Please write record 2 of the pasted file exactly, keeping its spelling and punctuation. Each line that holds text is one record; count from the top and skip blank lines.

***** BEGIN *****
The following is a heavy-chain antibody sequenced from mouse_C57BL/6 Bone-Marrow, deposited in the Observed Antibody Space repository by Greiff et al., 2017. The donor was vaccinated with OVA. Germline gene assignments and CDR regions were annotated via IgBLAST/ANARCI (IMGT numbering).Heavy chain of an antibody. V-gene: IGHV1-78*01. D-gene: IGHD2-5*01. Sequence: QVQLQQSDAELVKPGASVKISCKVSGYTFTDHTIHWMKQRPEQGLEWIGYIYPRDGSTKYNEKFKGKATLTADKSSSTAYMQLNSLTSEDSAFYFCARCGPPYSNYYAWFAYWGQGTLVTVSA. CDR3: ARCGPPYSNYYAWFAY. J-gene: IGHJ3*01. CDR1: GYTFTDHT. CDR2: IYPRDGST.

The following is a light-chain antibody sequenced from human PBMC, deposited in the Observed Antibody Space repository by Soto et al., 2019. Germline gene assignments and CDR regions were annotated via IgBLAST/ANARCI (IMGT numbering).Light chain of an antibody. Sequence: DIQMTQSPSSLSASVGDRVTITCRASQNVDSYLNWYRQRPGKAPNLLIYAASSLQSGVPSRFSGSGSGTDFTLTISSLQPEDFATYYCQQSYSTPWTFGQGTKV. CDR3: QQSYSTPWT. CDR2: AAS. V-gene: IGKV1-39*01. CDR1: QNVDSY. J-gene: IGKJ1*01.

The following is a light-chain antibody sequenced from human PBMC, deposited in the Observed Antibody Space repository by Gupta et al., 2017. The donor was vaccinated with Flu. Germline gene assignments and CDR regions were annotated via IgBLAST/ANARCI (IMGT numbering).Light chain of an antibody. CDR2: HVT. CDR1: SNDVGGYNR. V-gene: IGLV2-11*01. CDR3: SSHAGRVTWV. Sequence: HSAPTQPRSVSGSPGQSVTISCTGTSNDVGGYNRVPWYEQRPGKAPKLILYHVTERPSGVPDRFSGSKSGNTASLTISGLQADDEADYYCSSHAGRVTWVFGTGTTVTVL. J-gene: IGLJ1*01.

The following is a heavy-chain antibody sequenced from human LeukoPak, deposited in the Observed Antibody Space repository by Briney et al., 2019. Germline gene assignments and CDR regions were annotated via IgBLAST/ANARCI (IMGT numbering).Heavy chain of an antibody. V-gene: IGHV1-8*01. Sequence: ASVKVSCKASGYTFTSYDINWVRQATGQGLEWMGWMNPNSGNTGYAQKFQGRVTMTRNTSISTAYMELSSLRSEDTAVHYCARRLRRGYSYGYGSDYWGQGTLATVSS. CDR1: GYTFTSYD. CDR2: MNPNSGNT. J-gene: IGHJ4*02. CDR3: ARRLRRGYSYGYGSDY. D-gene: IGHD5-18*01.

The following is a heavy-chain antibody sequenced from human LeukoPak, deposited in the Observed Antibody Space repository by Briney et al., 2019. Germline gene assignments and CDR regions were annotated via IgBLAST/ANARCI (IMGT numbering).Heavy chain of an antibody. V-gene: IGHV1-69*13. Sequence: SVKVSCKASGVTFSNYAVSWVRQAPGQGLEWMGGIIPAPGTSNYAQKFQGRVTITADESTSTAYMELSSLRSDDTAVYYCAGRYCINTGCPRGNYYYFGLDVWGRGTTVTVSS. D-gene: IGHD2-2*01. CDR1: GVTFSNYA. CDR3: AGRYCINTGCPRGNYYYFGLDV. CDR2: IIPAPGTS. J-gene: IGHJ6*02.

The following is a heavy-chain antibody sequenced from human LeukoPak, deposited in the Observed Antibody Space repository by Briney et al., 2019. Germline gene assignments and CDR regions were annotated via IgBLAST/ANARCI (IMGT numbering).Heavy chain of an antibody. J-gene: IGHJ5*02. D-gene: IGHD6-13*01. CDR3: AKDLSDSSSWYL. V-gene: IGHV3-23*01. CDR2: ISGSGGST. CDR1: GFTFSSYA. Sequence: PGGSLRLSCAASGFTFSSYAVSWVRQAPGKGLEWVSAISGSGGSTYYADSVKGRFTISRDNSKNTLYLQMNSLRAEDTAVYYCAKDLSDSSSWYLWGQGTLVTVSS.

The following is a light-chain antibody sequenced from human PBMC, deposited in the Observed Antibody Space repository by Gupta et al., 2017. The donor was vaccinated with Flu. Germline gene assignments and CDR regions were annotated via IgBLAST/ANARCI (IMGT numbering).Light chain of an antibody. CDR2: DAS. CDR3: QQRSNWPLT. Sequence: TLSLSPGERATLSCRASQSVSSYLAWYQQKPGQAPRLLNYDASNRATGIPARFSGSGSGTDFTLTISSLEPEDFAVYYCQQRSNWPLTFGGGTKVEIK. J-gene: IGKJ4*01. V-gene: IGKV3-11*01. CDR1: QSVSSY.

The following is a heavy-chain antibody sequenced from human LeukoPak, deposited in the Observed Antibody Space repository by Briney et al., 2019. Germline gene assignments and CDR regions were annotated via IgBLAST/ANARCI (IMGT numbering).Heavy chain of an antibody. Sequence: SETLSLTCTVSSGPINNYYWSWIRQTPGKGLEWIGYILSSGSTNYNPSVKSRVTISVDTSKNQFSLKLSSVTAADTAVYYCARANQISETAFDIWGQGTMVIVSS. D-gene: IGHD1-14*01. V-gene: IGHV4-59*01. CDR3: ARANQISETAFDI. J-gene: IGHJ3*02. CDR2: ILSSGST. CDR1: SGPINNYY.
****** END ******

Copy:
The following is a light-chain antibody sequenced from human PBMC, deposited in the Observed Antibody Space repository by Soto et al., 2019. Germline gene assignments and CDR regions were annotated via IgBLAST/ANARCI (IMGT numbering).Light chain of an antibody. Sequence: DIQMTQSPSSLSASVGDRVTITCRASQNVDSYLNWYRQRPGKAPNLLIYAASSLQSGVPSRFSGSGSGTDFTLTISSLQPEDFATYYCQQSYSTPWTFGQGTKV. CDR3: QQSYSTPWT. CDR2: AAS. V-gene: IGKV1-39*01. CDR1: QNVDSY. J-gene: IGKJ1*01.